AN individual occupying a position of power which carries with it considerable social responsibility could not be expected to make such bizarre, irresponsible statements.
In a recent TV interview, the human rights minister, PML-N`s Riaz Pirzada, made the claim that some missing persons had been `engaged` by hostile foreign elements, including the detained Indian spy, Kulbhushan Jadhav. In the same interview, he also seemingly defended security forces` heavy-handed tactics in counterterrorism operations while complaining that people had only started protesting and `raising the missing persons issue` af ter the state took action in the aftermath of terrorism incidents in Quetta.
Instead of using his office as a bulwark against inhumane practices, the minister seemed more keen that other agencies and ministries deal with outstanding human rights issues, ignoring the fact that elements within the security apparatus are the primary cause of problems like enforced disappearances.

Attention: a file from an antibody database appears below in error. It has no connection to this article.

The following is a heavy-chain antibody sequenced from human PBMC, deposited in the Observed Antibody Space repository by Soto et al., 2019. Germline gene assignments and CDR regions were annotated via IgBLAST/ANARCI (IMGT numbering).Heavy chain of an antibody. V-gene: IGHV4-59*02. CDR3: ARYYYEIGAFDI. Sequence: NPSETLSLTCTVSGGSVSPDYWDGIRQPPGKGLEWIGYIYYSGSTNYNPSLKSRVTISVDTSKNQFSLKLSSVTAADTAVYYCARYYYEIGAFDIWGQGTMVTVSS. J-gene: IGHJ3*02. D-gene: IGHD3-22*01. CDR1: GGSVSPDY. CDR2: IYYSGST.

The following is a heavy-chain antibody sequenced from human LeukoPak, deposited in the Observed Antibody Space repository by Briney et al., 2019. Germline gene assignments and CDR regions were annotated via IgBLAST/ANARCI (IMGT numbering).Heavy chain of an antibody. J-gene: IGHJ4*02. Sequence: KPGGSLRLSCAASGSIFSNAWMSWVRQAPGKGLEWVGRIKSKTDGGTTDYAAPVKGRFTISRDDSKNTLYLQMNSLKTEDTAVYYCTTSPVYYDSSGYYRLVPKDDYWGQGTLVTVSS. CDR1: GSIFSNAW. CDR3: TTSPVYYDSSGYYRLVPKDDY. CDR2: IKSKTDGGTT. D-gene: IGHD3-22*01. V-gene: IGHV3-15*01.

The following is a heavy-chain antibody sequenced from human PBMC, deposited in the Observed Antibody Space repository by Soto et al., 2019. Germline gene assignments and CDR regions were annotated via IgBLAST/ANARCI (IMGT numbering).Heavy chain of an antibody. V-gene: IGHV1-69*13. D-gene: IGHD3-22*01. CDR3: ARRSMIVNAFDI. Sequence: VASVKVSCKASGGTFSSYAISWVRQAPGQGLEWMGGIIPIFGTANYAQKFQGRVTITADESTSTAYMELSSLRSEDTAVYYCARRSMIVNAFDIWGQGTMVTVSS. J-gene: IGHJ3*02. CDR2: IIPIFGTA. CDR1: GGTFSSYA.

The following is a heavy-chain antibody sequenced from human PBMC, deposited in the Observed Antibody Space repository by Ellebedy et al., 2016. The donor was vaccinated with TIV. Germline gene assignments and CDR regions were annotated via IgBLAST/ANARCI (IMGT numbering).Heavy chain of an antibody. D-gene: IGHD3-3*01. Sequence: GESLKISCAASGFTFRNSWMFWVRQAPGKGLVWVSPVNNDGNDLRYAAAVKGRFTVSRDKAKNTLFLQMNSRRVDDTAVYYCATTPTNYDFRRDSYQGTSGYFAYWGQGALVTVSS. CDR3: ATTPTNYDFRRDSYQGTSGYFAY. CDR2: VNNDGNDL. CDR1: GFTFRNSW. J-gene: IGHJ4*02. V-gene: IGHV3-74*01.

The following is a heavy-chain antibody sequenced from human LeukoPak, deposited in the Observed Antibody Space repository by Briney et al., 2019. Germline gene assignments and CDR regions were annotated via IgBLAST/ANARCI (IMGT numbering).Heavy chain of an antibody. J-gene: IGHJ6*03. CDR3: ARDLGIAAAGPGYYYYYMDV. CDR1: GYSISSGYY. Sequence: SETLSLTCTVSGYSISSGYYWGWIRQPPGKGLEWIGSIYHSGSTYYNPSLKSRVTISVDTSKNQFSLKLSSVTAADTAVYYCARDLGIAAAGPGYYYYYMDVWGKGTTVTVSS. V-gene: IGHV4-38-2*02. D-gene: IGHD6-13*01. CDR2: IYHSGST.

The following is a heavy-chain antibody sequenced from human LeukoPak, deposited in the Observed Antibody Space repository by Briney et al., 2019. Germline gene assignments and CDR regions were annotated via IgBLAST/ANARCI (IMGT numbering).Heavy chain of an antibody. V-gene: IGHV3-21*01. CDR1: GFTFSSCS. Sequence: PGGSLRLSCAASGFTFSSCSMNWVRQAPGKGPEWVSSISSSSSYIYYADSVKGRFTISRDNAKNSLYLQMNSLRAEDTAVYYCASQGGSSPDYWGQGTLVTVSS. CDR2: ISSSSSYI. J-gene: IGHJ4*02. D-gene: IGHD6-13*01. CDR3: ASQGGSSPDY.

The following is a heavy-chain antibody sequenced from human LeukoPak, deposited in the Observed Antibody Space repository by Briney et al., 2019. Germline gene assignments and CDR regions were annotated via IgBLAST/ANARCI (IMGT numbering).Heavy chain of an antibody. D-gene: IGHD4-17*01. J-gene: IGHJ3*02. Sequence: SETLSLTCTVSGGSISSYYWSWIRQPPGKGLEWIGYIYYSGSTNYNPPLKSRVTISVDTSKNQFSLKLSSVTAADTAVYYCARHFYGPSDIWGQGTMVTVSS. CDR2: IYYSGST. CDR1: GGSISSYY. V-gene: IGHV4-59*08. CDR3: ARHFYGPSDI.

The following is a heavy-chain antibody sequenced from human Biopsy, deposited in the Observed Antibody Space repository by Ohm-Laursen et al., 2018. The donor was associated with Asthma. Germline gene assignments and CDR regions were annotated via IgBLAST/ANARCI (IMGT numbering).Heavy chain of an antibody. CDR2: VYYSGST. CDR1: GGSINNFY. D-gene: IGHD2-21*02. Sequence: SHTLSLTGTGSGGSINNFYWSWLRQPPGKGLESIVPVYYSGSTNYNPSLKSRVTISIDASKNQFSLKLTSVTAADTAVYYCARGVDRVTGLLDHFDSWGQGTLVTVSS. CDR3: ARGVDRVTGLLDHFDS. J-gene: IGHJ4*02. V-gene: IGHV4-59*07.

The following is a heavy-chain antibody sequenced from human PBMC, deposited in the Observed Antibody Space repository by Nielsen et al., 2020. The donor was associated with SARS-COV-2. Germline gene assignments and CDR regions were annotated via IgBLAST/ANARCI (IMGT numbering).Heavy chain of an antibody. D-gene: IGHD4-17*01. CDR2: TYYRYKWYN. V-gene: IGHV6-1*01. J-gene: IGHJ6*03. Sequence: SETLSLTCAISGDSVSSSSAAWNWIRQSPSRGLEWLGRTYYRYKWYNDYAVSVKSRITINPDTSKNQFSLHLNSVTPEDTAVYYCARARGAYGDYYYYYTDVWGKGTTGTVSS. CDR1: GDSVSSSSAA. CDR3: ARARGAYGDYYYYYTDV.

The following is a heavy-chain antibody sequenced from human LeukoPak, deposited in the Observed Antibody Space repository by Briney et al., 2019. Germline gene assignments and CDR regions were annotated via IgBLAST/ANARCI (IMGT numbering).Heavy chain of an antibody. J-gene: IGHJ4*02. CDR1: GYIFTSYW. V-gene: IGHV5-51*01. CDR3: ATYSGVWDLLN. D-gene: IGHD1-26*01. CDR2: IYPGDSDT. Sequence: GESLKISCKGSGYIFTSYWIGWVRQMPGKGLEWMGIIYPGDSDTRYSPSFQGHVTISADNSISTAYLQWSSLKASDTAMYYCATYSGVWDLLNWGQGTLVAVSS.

It is a wonder why Mr Pirzada holds the human rights portfolio when his apathy on pressing concerns is so obvious. His callous remarks on missing persons are the latest example of the state victim-blaming rather than giving f amilies of missing persons concrete answers about their whereabouts. While it may be true that some individuals may have joined forces with inimical powers, it is up to the state to provide facts and information when it is aware of such cases rather than obfuscate an already contentious issue with what look like half-baked accusations. It is worth asking why such information isn`t shared: is it simply because the actual numbers would weaken the state`s position on the matter? The people have a right to know. During the interview, the minister also kept insisting that his ministry was powerless and that there was nothing it could do to address major human rights concerns other than act as a post office between citizens and the state. We cannot take two steps back every time we take a step towards resolving our issues. The Constitution on which our state stands provides protections to all citizens. No individual or organ of the state can arbitrarily decide to act in violation of its provisions. The minister would do well to revisit his stance before further damage is done to the fight for civil rights. Pandering to powerful entities and allowing them a free hand to perpetuate a culture of impunity is a great disservice to those fighting for a better future.